There are a number of reasons why the Phillies have lost 18 out of their last 23 games. The caliber of the competition has gone up considerably. The offense is still mostly miserable. And the bullpen, particularly Hector Neris, hasn’t been as solid as it was early on.
But the offense was struggling as the Phillies raced out to a 24-17 record and moved to within a half-game of first place on May 18. The reason they were able to keep winning all those one-run games was the performance of the starting rotation.
Aaron Nola, Jeremy Hellickson, Jerad Eickhoff, Vincent Velasquez and the combination of Adam Morgan and Charlie Morton all pitched far better than expectations. But the rotation has fallen on hard times as of late, with starters running up high pitch counts, getting hammered on a nearly nightly basis and knocked out of games early, exposing an inexperienced bullpen and woefully undermanned lineup.
If you look at their season-long statistics, things aren’t so bad. Their 5.9 fWAR is tied for 8th-best in the Majors, their 4.00 FIP and 1.27 WHIP are both 9th, their K/9 of 8.79 is 4th and their K-BB% of 16.4% is 5th.
They do have a 4.28 ERA this year, just 14th-best in baseball, and the 54 home runs they’ve allowed (not all of which were hit by the Blue Jays this week, in case you were wondering), is 12th-most. But for the most part, their season-long totals are looking good.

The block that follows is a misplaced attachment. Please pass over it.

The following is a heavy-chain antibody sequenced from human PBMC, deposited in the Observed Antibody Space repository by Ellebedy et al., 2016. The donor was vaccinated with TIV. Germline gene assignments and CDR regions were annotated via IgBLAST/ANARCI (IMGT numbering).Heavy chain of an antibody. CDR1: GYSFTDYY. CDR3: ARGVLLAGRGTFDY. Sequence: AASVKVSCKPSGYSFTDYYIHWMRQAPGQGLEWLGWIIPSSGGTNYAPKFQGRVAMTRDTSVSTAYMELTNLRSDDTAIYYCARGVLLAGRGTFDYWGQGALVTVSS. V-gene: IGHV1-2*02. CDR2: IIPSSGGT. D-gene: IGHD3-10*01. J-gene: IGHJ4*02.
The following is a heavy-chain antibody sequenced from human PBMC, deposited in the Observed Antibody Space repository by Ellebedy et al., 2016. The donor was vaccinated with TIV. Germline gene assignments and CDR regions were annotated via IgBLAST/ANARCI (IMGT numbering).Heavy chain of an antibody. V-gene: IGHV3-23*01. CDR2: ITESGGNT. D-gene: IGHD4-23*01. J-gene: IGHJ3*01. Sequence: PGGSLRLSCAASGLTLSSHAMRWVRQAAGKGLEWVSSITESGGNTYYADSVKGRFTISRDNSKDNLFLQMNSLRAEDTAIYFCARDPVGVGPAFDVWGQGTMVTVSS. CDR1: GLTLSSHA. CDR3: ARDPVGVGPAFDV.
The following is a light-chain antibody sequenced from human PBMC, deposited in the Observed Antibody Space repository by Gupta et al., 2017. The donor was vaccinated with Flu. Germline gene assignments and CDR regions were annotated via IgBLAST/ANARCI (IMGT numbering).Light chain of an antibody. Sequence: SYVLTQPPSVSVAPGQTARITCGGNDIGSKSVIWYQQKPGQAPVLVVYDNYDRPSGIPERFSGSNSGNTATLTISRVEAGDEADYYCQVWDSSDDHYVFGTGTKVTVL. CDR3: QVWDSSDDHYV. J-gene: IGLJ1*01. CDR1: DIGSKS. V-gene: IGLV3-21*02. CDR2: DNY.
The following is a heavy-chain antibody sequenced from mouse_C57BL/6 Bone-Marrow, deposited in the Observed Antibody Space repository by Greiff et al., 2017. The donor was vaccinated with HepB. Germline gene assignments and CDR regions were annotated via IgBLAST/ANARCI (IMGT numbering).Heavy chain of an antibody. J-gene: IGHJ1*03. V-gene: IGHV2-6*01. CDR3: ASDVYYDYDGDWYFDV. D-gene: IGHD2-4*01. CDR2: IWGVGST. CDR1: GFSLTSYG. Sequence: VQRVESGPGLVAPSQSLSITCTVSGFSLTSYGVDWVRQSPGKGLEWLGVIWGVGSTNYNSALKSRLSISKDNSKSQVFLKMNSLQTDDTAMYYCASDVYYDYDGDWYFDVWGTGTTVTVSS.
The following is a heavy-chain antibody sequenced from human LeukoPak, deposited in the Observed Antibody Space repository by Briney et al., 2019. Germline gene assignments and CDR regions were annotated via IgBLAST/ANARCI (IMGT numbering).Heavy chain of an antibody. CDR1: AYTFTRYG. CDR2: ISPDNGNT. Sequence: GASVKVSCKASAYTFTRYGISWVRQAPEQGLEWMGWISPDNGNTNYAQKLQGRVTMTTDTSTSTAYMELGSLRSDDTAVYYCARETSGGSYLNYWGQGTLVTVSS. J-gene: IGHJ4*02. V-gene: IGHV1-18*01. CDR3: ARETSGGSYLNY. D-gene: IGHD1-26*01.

But let’s break it down by month.
Only one starter has pitched well this month, Jerad Eickhoff. The rest are all struggling.
After suffering the worst start of his career on Thursday, Aaron Nola now has lasted just 12 2/3 innings in three June starts, posting a 7.11 ERA. He’s given up 10 ER, striking out 17 and walking six this month.
Just two starts ago, Nola’s ERA was 2.65 and there was talk of his potentially being in the running to participate in the All Star Game. The ERA is now 3.51, and given the stable of outstanding NL starters, might be too high for Nola to make the Midsummer Classic. Of course, there are a few starts left to get that number back down.
Jeremy Hellickson hasn’t been any better, with a 7.41 ERA in his three starts. His K-rate has plummeted, striking out just 5.29 batters per nine innings and walking a far-too-high 4.76 per nine.
Vince Velasquez has been injured for most of the month, tossing just 4 2/3 innings. Zach Eflin was a disaster in his Major League debut filling in for him, although you have to cut the rookie some slack in that one.
Of course, Eickhoff's improvements shouldn't be glossed over. The increased usage of his slider (27.2% over his last three starts, compared to 10.0% in his first 10), has made his curveball more effective. He's also locating his fastball better, and continues to prove he belongs in a big league rotation.
And there is one factor that could be contributing to the downturn in the starting rotation's performance. MLB.com's Evan Webeck noted the team's inability to consistently score runs may be getting to the rotation, despite PR-savvy claims by those starters that it hasn't.
It was unreasonable to assume the rotation would continue to be as good as they were in April all season long. But they’ve gone from being one of the best starting staffs in baseball to one of the worst just two months later.